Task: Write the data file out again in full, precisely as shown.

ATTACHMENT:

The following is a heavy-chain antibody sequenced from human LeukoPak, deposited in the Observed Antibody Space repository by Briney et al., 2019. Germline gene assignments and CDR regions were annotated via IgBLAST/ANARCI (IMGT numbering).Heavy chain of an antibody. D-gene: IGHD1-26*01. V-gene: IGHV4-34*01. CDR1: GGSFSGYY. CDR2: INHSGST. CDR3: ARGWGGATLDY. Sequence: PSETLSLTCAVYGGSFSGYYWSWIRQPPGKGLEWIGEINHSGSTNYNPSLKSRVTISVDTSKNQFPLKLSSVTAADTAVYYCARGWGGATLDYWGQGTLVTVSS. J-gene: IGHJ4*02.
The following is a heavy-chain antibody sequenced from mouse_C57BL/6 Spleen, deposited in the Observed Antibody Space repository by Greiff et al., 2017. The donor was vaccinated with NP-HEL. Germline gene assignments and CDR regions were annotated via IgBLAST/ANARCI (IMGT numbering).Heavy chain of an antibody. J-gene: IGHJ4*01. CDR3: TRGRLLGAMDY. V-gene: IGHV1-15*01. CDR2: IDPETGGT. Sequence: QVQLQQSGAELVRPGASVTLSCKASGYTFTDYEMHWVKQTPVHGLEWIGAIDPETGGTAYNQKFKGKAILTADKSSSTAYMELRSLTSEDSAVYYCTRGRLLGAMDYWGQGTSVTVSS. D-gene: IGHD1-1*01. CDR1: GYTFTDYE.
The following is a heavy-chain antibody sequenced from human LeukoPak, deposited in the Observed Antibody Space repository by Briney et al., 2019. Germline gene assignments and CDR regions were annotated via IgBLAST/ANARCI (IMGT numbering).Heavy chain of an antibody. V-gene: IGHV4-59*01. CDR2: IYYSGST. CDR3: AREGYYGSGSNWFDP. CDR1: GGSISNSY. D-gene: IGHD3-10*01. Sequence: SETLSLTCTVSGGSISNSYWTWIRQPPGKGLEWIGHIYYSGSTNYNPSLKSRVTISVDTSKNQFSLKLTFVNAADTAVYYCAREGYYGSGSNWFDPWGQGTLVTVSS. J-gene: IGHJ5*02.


The following is a heavy-chain antibody sequenced from human LeukoPak, deposited in the Observed Antibody Space repository by Briney et al., 2019. Germline gene assignments and CDR regions were annotated via IgBLAST/ANARCI (IMGT numbering).Heavy chain of an antibody. D-gene: IGHD1-26*01. V-gene: IGHV4-34*01. CDR1: GGSFSGYY. CDR2: INHSGST. CDR3: ARGWGGATLDY. Sequence: PSETLSLTCAVYGGSFSGYYWSWIRQPPGKGLEWIGEINHSGSTNYNPSLKSRVTISVDTSKNQFPLKLSSVTAADTAVYYCARGWGGATLDYWGQGTLVTVSS. J-gene: IGHJ4*02.
The following is a heavy-chain antibody sequenced from mouse_C57BL/6 Spleen, deposited in the Observed Antibody Space repository by Greiff et al., 2017. The donor was vaccinated with NP-HEL. Germline gene assignments and CDR regions were annotated via IgBLAST/ANARCI (IMGT numbering).Heavy chain of an antibody. J-gene: IGHJ4*01. CDR3: TRGRLLGAMDY. V-gene: IGHV1-15*01. CDR2: IDPETGGT. Sequence: QVQLQQSGAELVRPGASVTLSCKASGYTFTDYEMHWVKQTPVHGLEWIGAIDPETGGTAYNQKFKGKAILTADKSSSTAYMELRSLTSEDSAVYYCTRGRLLGAMDYWGQGTSVTVSS. D-gene: IGHD1-1*01. CDR1: GYTFTDYE.
The following is a heavy-chain antibody sequenced from human LeukoPak, deposited in the Observed Antibody Space repository by Briney et al., 2019. Germline gene assignments and CDR regions were annotated via IgBLAST/ANARCI (IMGT numbering).Heavy chain of an antibody. V-gene: IGHV4-59*01. CDR2: IYYSGST. CDR3: AREGYYGSGSNWFDP. CDR1: GGSISNSY. D-gene: IGHD3-10*01. Sequence: SETLSLTCTVSGGSISNSYWTWIRQPPGKGLEWIGHIYYSGSTNYNPSLKSRVTISVDTSKNQFSLKLTFVNAADTAVYYCAREGYYGSGSNWFDPWGQGTLVTVSS. J-gene: IGHJ5*02.